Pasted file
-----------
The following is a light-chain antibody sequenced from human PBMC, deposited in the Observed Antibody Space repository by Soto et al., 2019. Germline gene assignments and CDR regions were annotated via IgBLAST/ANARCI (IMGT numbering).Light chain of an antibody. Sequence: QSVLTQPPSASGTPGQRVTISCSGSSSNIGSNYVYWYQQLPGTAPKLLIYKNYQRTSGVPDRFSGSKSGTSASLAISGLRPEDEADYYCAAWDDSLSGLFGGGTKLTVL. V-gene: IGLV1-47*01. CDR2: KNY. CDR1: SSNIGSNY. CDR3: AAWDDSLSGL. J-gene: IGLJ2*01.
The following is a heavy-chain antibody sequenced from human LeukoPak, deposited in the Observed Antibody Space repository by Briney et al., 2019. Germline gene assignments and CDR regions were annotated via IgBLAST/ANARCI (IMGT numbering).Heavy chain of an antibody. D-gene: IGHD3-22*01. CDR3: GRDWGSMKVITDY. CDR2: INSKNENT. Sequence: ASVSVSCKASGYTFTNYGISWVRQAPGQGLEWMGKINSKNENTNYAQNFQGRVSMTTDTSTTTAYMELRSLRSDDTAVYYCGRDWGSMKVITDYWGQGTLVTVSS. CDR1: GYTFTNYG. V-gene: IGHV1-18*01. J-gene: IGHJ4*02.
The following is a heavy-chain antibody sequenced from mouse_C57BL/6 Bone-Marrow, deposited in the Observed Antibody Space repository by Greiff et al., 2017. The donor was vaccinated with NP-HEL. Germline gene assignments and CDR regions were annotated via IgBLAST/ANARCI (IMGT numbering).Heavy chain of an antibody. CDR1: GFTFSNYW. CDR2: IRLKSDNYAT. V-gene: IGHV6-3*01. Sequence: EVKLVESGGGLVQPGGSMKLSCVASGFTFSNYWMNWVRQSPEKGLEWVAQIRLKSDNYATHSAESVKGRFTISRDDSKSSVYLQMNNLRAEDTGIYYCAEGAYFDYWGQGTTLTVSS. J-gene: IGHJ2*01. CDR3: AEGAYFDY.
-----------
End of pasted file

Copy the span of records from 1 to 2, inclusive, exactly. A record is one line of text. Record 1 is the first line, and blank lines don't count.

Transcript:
The following is a light-chain antibody sequenced from human PBMC, deposited in the Observed Antibody Space repository by Soto et al., 2019. Germline gene assignments and CDR regions were annotated via IgBLAST/ANARCI (IMGT numbering).Light chain of an antibody. Sequence: QSVLTQPPSASGTPGQRVTISCSGSSSNIGSNYVYWYQQLPGTAPKLLIYKNYQRTSGVPDRFSGSKSGTSASLAISGLRPEDEADYYCAAWDDSLSGLFGGGTKLTVL. V-gene: IGLV1-47*01. CDR2: KNY. CDR1: SSNIGSNY. CDR3: AAWDDSLSGL. J-gene: IGLJ2*01.
The following is a heavy-chain antibody sequenced from human LeukoPak, deposited in the Observed Antibody Space repository by Briney et al., 2019. Germline gene assignments and CDR regions were annotated via IgBLAST/ANARCI (IMGT numbering).Heavy chain of an antibody. D-gene: IGHD3-22*01. CDR3: GRDWGSMKVITDY. CDR2: INSKNENT. Sequence: ASVSVSCKASGYTFTNYGISWVRQAPGQGLEWMGKINSKNENTNYAQNFQGRVSMTTDTSTTTAYMELRSLRSDDTAVYYCGRDWGSMKVITDYWGQGTLVTVSS. CDR1: GYTFTNYG. V-gene: IGHV1-18*01. J-gene: IGHJ4*02.